Companies could also give out equity grants, which allow employees to own part of the firm. But Newman says firms should reserve equity for employees they know really well, because a new partner would likely want to change the way a firm makes decisions. “It could take years to get to know them, see how they perform and what their aspirations are, and if you really want them as a partner,” he says.
But Heath Suddleson, speaker and author at Executive Achievement, a leadership coaching firm, says companies should give all employees a chance to reap rewards, not limit the bonus to a handful of people or hand out secret bonuses to valued employees behind closed doors. Indeed, targeting incentives to higher-level employees is problematic, he says. “Stock options are typcially only for officers in the company,” says Suddleson. “You’re not going to give stock bonuses and incentives to a lot of your middle management or people on the production floor. But if you think about where the action happens to really make things improve, it’s got to happen at the worker-bee level. You’re probably not going to incentivize the worker bees by giving the executives more bonuses and stock options.”
Rather, an ideal incentive would set a bar (bringing in a certain amount in collections, for instance) and challenge all employees to meet it, Suddleson says. Then everyone who passes that mark would get a bonus or a non-monetary incentive like flextime or a paid day off, perhaps on a sliding scale depending on how well the worker performs. In that scenario, “you’re truly rewarding the performers, and the people that didn’t perform don’t get the reward,” he says. If you set a limit on how many people can get an incentive, you’ll demotivate the rest of the team, Suddleson says.
“So what will happen is someone will go, ‘Frank has all the best accounts, he gets three sales and he’s made his numbers for the year, where I’ve got to slug it out with 30 different accounts to make half of his numbers. There’s no way I can compete so I’m not even going to try.’ Not only are they not going to try, but what I’ve found with a lot of these employees is they actually slow down. They’ll cut back their achievements subconsciously to prove the point that it can’t be done,” says Suddleson.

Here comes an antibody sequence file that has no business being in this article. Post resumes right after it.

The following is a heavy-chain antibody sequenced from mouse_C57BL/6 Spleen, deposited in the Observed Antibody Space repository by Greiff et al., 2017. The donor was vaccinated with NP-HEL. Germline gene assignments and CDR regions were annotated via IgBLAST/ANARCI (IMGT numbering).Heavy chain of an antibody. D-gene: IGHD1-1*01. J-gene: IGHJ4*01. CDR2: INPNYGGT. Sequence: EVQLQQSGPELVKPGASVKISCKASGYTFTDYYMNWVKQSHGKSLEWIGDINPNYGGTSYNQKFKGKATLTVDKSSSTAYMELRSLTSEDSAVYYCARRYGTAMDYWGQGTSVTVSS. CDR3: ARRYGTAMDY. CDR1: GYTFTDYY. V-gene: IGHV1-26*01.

And this is where teamwork comes in again. If there are a limited number of incentives, everyone who thinks they can meet the goal will compete. That means they won’t be working together. But if everyone has a shot at the pot of gold, they can assist each other once they’ve met the goal. “If I encourage Sally, who is there next to me, to make her numbers as well, I’m not jeopardizing my own bonus,” Suddleson says. “That creates a teamwork environment, where you say, ‘Hey, have you done this, have you checked up on this client?’ I’m motivating my team members because we want to see everyone win the bonus instead of holding things close to the vest and undercutting each other.”
If you want to foster a sense of competition, break people up into teams (like Alissa and I formed). People will continue to perform, but they can benefit from each other’s experience (Alissa, for instance: great at cutting wrapping paper. I, on the other hand, am great with taping and fastening things to walls.). And employees will still have someone to talk smack about (the other teams). This might be a stretch, but you could also make employees feel like they’re competing against management, Suddleson says. “As managers, you could essentially say, ‘Hey, I dare you to come take my money.’ There’s nothing wrong with having a competitive environment.”
Challenge accepted, management.
So what do you think? Do incentives work better when you give them to a handful of special snowflakes, or do you prefer to give everyone a shot at the glory (and the Amex gift card)?